While rumors have been floating for sometime that Emirates would make Fort Lauderdale its eleventh US destination, many including myself thought it was just overly optimistic talk. Full-service network carriers that cater to business travelers prefer Miami International Airport (MIA). Fort Lauderdale-Hollywood International (FLL) has become a haven for low cost carriers (LCC) and even serves as the home-base for controversial ultra-low cost (ULCC) carrier Spirit Airlines. Fort Lauderdale has become one of 15 busiest US airports for international travel but the vast majority of those flights are on LCC’s like JetBlue Airways, the largest carrier at FLL, controversial European-based carrier, Norwegian and ULCC Spirit. Southwest Airlines which has become a “tweener” between an LCC and a network carrier is also looking to expand international operations from Fort Lauderdale. Full service carriers fly very few international passengers from Fort Lauderdale, by and large preferring Miami.
Every single year since 2007, Fort Lauderdale has handled more domestic passengers than Miami, but still lags well behind in international enplanements and even further behind in terms of cargo.
But Emirates is the gold standard for international travel globally these days and they have selected Fort Lauderdale. This is quite a stunning development if you look at it on the surface, but a deeper dive clarifies why this decision was made.
- Emirates does focus on premium traffic and while Miami is better for that than FLL they have made the decision that the short drive to Fort Lauderdale won’t negatively impact yields. That’s a risk and a decision other full service international carriers have been unwilling to make.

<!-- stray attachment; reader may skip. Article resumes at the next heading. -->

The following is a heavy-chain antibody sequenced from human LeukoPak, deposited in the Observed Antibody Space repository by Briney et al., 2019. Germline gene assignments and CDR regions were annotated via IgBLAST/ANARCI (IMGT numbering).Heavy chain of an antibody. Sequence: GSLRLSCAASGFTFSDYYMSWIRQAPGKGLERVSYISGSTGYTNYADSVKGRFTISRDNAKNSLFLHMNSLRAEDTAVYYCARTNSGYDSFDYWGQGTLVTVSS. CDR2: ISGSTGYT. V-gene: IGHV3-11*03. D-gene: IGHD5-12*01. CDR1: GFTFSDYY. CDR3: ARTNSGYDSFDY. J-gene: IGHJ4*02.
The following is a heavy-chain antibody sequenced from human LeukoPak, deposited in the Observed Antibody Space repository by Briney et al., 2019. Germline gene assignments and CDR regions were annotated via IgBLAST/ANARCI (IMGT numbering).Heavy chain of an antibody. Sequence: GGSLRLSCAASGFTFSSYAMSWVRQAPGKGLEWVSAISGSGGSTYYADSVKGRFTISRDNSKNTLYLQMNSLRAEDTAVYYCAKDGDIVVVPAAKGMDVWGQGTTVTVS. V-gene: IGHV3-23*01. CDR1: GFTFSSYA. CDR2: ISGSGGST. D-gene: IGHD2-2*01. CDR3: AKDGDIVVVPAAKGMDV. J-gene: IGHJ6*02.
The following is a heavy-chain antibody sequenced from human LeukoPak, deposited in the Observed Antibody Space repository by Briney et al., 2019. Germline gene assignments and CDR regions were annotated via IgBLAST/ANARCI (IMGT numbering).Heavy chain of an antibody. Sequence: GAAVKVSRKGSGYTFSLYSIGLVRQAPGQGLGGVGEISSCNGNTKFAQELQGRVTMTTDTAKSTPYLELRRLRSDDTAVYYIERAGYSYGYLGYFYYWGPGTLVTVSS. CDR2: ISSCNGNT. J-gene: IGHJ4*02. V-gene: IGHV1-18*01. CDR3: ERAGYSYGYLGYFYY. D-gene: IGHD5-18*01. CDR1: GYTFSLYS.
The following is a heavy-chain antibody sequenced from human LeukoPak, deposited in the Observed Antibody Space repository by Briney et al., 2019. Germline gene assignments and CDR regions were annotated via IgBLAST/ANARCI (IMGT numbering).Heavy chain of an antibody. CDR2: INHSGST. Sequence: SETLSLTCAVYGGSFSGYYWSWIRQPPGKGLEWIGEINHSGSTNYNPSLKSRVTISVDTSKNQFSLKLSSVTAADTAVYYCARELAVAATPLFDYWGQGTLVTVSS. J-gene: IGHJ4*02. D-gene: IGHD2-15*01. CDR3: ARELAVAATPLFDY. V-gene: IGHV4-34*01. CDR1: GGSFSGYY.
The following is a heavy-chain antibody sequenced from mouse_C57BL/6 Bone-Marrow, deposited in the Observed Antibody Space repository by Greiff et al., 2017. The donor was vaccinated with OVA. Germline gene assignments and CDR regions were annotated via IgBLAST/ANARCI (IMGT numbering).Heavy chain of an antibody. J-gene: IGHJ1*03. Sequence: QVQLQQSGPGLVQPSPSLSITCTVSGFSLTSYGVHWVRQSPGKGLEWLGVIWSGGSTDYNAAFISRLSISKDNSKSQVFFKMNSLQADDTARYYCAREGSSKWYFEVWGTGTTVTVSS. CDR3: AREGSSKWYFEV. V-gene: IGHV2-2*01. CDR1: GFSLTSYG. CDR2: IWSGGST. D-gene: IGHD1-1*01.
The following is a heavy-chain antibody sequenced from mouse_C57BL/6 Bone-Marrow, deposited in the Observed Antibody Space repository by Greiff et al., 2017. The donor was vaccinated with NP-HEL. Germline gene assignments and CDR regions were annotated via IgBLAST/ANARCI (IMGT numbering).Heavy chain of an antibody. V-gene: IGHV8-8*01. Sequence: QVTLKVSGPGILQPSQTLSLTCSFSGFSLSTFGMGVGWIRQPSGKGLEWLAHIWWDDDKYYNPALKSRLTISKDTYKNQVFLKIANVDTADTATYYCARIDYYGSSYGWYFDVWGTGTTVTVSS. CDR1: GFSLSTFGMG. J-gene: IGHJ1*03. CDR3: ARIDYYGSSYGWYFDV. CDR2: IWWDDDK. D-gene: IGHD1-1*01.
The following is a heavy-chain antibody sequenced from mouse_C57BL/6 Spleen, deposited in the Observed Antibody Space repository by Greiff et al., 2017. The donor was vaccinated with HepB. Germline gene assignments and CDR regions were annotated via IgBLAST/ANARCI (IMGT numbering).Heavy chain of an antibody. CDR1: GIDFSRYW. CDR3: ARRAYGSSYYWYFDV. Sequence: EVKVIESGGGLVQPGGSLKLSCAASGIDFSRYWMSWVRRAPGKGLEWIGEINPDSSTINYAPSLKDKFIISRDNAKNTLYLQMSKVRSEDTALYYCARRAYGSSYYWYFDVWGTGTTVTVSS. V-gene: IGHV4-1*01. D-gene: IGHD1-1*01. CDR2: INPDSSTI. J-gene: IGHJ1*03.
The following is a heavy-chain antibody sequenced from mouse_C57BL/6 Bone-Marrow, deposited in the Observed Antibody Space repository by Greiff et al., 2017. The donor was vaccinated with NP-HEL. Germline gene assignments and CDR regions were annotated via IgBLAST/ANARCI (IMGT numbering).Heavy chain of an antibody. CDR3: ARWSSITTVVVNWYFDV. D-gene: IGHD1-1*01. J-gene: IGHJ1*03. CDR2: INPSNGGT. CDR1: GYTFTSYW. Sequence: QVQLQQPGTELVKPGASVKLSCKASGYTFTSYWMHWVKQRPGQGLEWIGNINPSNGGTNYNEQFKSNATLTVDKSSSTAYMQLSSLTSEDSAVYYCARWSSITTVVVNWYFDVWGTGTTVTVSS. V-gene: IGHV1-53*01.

- Unlike most large international network carriers, Emirates is not in an airline alliance. They don’t need to be as they’ve become large enough to create synergies with smaller airlines to feed traffic. Emirates most important North American partner is JetBlue who has a hub in Fort Lauderdale. While Emirates flies to most key cities globally, the biggest hole in the airlines route map is in Latin America. JetBlue has become strong in the northern part of South America and uses Fort Lauderdale as a hub for those flights. So it’s logical Emirates would want to link to that network. Emirates has done something similar in Seattle (SEA) with Alaska Airlines and now had added a second daily Seattle-Dubai run thanks to all the passenger feed from Alaska flights at Seattle-Tacoma International.
- Where Emirates cleans up on non-premium traffic is in the market to South Asia, particularly India and Pakistan. Emirates serves 10 cities in India and six in Pakistan all nonstop from Dubai. The South Asian community is far larger in Broward and Palm Beach counties than in Miami-Dade.
- Fort Lauderdale’s two runways are short but the landing fees and cost of fuel at the airport are lower than Miami. Emirates will have to bring the smallest plane in their fleet the 777-200 LR (which seats only about 275 people) to FLL but the economics work out because the cost of serving Fort Lauderdale is about half that of Miami.
- The upgrades that are being made to FLL are improving the passenger experience at the airport. I know lots of parochial Broward County people think the airport has always been fine, but it hasn’t. It’s been overcrowded and cramped for years – the current upgrades are already changing that and giving the airport a more modern feel.
The question now is whether this leads to more network carriers adding Fort Lauderdale, which has developed as a Newark-like alternative to Miami for international travel. Recall in the 1980’s People’s Express, an LCC made Newark an attractive alternative to New York airports and eventually the NJ airport became a massive international hub in its own right. We’ve seen the same evolution with Fort Lauderdale who has benefited from JetBlue, Southwest and Spirit’s commitment to the airport and has now attracted a few network international carriers.
If Emirates does well with Fort Lauderdale as an alternative to Miami, the industry could begin to shift in south Florida.